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Tapestry reproduction finds home in 9/11 museum | TribLIVE.com
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Tapestry reproduction finds home in 9/11 museum

Tribune-Review
| Tuesday, July 10, 2012 8:47 p.m
ptrlivwine071112
J. Piffaut
“Windows on the World” carpet produced by the Manufacture de Moroges and displayed on the 13th-century walls of the Cellier aux Moines, Givry, France. J. Piffaut

Nothing overshadows the horrendous loss of life during the World Trade Center attacks of 2001. But thanks to the generosity of Philippe and Catherine Pascal, owners of Domaine du Cellier aux Moines in Givry, Burgundy, the tragedy has a wine-related story. The tribute and remembrance will culminate this fall with the opening of the 9/11 Memorial Museum in New York City.

The tale begins atop the World Trade Center North Tower, home of the Windows on the World restaurant. The elegant establishment offered panoramic views, well-regarded cuisine and one of the world’s best wine collections with the famous “Cellar in the Sky.”

Beginning in 1976 and ending Sept. 11, 2001, Kevin Zraly, who was out of the restaurant on the fateful day, served as wine director and offered wine-education courses. The wine program helped propel Windows on the World to the nation’s top-grossing restaurant.

Emblematic of the restaurant’s passion for wine, a novel carpet graced the entrance. Installed in 1996, the 2,000-square-foot, handmade piece depicted the island of Manhattan lit at night and seen from aerial view. The carpet’s intricate, colorful detail included the East River and Hudson River appearing to form a wine glass holding the island.

Pascal knew the carpet well.

“I lived in New York in the 1980s, and enjoyed visiting Windows on the World,” Pascal says. He returned to France in the 1990s to work in the wine trade, including serving as President of Veuve Clicquot Champagne for LVMH. Work brought him back to New York often. During frequent visits to the restaurant, he saw and admired the “Manhattan” carpet.

The story took a turn in 2004, after the Pascals bought their Burgundy domaine. While seeking furnishings to renovate, in 2009 Pascal visited the small firm of Manufacture de Moroges just three miles away from Domaine du Cellier aux Moines.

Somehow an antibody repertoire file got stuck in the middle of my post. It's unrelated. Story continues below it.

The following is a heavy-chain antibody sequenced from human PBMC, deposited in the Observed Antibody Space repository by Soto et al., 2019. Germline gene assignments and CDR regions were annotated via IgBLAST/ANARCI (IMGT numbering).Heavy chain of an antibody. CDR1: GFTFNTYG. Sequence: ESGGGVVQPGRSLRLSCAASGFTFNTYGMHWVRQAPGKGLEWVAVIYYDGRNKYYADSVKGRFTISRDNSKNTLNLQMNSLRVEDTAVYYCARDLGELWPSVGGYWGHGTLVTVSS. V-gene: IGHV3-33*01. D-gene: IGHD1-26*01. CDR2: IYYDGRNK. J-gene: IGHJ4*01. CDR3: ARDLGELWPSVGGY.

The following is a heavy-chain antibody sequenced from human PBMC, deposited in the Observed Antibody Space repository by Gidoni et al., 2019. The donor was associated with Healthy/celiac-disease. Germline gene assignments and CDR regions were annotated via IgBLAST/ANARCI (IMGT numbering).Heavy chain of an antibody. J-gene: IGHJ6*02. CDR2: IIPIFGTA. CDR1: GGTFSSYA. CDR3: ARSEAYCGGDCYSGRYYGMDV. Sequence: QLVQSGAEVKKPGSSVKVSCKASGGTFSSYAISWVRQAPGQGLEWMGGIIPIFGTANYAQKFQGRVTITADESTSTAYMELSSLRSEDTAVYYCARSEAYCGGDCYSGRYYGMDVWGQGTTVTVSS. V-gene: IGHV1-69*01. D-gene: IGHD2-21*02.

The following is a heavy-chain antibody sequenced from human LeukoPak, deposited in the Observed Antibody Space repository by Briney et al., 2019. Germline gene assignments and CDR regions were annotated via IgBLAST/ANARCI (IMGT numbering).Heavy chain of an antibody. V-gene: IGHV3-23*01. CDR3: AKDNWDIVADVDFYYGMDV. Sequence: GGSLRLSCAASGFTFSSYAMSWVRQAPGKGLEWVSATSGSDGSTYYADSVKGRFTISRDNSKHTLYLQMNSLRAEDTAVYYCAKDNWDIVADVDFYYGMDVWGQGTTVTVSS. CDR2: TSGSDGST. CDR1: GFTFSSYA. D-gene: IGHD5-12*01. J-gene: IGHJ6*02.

Manufacture de Moroges’ owner, Pierre-Louis Juillet, showed various carpet samples including a small, dark-blue piece.

“On the back, I saw the letters WOW,” says Pascal who still maintains a New York apartment. “Pierre said it meant Windows on the World.”

Julliet’s firm, it turns out, made the massive original carpet by hand.

“Pierre went to a dusty pile of papers, and after 10 minutes pulled out the carpet’s beautiful original design,” Pascal says. “I practically had tears in my eyes and it struck me as a pity that it all had disappeared.

“Then almost without thinking, it came out of my mouth that we should make the carpet again,” Pascal says. “Pierre looked at me like I was crazy.”

Reproducing the carpet in its original size was impractical, but working on a smaller scale might work. They did not discuss budget or timing, but Pascal and his wife nonetheless resolved to reproduce a smaller “Manhattan” carpet.

“We didn’t have a clue what we would do with it,” Pascal says. “But the point was to make it and keep alive a memory of a fantastic place.”

After a year-and-a-half of redesigning and researching the many wool colors, work began. Meanwhile, Pascal and his wife concluded that keeping the new carpet in private hands would be a mistake.

“Nobody would really see it,” Pascal says.

They contemplated donating the carpet for a charity auction to benefit the families of New York City firefighters, but eventually Pascal met the widow of the New York Port Authority chairman who perished on 9/11. She put him in touch with the curator of the newly formed 9/11 Memorial Museum.

“The curator team loved the idea of adding the new Manhattan carpet as a piece of art in the permanent museum collection,” Pascal says. “We agreed — because now millions will see it.”

“The carpet will be like raising a glass of wine to Windows on the World, the city and the memory of 9/11,” Pascal says.

For your pleasure this Bastille Day, try:

2009 Domaine Chofflet-Valdenaire, Givry, France (Luxury 18688; $26.99): This lovely wine’s fragrant black cherry and light, earthy aromas jump from the glass. Delicious ripe, red Pinot Noir fruit with bright acidity and fine tannins carry through the well balanced finish. Highly recommended.

Dave DeSimone is the wine columnist for Trib Total Media. He can be reached at ddesimone@tribweb.com.

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